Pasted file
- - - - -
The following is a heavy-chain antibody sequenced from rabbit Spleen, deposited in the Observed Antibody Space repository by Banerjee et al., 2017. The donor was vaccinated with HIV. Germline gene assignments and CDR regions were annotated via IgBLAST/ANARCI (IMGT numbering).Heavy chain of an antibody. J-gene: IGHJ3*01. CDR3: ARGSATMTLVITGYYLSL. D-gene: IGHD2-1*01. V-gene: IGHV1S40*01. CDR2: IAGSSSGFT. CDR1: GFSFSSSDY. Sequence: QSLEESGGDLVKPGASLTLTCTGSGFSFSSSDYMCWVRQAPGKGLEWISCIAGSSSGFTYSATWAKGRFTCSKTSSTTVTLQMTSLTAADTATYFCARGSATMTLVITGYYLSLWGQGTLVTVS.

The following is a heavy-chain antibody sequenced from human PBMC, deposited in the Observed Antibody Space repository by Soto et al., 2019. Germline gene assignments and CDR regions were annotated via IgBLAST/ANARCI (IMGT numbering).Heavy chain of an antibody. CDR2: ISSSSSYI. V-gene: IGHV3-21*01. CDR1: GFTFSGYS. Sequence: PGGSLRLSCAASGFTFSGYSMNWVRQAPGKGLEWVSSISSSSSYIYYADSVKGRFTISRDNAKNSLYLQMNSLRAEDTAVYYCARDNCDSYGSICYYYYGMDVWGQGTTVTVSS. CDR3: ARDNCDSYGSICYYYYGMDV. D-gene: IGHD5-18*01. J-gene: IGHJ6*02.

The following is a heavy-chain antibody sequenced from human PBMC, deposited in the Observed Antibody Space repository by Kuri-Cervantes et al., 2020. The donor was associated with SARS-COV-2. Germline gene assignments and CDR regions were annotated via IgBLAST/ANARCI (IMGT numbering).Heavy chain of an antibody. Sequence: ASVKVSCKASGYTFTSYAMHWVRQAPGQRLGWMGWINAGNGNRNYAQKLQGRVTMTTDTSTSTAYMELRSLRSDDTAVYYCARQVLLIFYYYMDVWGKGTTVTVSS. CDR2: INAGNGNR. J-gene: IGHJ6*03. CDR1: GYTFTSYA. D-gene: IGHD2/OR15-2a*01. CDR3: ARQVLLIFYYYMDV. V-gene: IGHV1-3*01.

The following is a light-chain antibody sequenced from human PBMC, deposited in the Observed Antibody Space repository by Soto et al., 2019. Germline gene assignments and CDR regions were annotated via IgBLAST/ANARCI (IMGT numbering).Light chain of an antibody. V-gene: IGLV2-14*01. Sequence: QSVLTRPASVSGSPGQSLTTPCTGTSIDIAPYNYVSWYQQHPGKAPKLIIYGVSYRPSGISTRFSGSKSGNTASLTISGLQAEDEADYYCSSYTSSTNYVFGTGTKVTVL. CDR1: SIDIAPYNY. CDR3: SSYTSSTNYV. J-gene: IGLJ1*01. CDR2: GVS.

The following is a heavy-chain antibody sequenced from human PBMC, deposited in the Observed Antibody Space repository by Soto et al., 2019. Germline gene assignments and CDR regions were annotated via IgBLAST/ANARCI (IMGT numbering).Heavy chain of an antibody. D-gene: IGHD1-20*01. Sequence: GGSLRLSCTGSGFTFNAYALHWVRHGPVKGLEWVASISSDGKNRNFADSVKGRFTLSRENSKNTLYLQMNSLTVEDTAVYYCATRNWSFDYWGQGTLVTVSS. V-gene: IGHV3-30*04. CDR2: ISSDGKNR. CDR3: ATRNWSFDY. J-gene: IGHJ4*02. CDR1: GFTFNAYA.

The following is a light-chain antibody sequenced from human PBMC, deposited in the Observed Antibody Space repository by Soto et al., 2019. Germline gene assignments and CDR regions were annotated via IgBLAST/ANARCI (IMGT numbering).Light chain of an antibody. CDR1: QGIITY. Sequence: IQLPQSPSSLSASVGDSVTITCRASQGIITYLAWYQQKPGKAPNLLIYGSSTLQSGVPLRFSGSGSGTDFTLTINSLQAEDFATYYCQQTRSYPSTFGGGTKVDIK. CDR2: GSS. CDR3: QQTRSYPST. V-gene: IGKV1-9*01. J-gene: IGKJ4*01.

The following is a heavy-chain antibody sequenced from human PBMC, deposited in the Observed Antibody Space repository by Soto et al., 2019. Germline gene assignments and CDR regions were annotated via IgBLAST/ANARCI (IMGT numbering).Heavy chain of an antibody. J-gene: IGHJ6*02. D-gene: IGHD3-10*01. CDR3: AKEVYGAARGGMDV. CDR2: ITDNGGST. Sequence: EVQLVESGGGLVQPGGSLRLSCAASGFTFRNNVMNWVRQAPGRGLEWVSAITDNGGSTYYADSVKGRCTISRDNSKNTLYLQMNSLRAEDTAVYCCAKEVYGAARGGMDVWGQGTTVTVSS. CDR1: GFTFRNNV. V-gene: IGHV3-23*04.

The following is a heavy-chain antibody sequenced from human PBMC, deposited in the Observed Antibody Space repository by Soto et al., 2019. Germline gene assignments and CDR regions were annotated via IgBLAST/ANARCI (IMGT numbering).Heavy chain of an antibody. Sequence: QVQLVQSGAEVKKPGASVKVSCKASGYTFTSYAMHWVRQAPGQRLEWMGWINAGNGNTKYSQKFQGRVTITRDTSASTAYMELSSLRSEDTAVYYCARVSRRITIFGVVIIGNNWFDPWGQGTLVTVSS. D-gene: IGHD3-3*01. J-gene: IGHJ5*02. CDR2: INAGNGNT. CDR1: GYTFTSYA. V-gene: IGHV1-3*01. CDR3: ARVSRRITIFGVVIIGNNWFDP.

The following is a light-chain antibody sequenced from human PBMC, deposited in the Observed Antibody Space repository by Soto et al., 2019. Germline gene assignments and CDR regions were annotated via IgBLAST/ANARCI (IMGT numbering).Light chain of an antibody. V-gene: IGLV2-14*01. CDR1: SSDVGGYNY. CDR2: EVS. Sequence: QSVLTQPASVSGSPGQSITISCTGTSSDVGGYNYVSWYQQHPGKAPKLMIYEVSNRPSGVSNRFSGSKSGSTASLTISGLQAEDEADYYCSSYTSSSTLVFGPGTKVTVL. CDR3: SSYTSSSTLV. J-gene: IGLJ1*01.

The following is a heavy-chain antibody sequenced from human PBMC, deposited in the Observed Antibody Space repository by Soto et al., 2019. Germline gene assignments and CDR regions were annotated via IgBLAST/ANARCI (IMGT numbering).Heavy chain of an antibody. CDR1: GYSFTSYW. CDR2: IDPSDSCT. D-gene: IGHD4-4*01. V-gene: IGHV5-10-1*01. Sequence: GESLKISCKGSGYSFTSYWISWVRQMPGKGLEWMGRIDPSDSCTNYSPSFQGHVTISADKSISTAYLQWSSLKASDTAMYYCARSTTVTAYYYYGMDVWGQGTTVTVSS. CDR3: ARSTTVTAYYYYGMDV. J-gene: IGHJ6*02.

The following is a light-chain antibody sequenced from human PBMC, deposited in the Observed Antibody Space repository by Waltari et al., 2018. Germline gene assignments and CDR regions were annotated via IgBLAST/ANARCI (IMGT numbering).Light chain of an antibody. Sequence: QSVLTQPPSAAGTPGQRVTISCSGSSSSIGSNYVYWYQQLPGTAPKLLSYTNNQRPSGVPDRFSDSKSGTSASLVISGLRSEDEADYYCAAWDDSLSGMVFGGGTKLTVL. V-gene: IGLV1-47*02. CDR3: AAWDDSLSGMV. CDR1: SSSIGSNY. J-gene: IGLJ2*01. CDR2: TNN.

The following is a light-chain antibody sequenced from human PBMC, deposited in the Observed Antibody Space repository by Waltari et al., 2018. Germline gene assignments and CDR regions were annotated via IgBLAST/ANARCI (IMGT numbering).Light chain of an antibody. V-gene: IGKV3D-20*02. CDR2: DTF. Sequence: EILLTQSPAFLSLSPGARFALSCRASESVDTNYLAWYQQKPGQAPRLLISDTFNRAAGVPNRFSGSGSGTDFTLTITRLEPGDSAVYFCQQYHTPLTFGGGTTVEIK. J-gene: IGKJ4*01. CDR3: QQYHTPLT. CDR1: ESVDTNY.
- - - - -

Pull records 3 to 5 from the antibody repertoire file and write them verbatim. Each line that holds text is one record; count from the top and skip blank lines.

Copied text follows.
The following is a heavy-chain antibody sequenced from human PBMC, deposited in the Observed Antibody Space repository by Kuri-Cervantes et al., 2020. The donor was associated with SARS-COV-2. Germline gene assignments and CDR regions were annotated via IgBLAST/ANARCI (IMGT numbering).Heavy chain of an antibody. Sequence: ASVKVSCKASGYTFTSYAMHWVRQAPGQRLGWMGWINAGNGNRNYAQKLQGRVTMTTDTSTSTAYMELRSLRSDDTAVYYCARQVLLIFYYYMDVWGKGTTVTVSS. CDR2: INAGNGNR. J-gene: IGHJ6*03. CDR1: GYTFTSYA. D-gene: IGHD2/OR15-2a*01. CDR3: ARQVLLIFYYYMDV. V-gene: IGHV1-3*01.

The following is a light-chain antibody sequenced from human PBMC, deposited in the Observed Antibody Space repository by Soto et al., 2019. Germline gene assignments and CDR regions were annotated via IgBLAST/ANARCI (IMGT numbering).Light chain of an antibody. V-gene: IGLV2-14*01. Sequence: QSVLTRPASVSGSPGQSLTTPCTGTSIDIAPYNYVSWYQQHPGKAPKLIIYGVSYRPSGISTRFSGSKSGNTASLTISGLQAEDEADYYCSSYTSSTNYVFGTGTKVTVL. CDR1: SIDIAPYNY. CDR3: SSYTSSTNYV. J-gene: IGLJ1*01. CDR2: GVS.

The following is a heavy-chain antibody sequenced from human PBMC, deposited in the Observed Antibody Space repository by Soto et al., 2019. Germline gene assignments and CDR regions were annotated via IgBLAST/ANARCI (IMGT numbering).Heavy chain of an antibody. D-gene: IGHD1-20*01. Sequence: GGSLRLSCTGSGFTFNAYALHWVRHGPVKGLEWVASISSDGKNRNFADSVKGRFTLSRENSKNTLYLQMNSLTVEDTAVYYCATRNWSFDYWGQGTLVTVSS. V-gene: IGHV3-30*04. CDR2: ISSDGKNR. CDR3: ATRNWSFDY. J-gene: IGHJ4*02. CDR1: GFTFNAYA.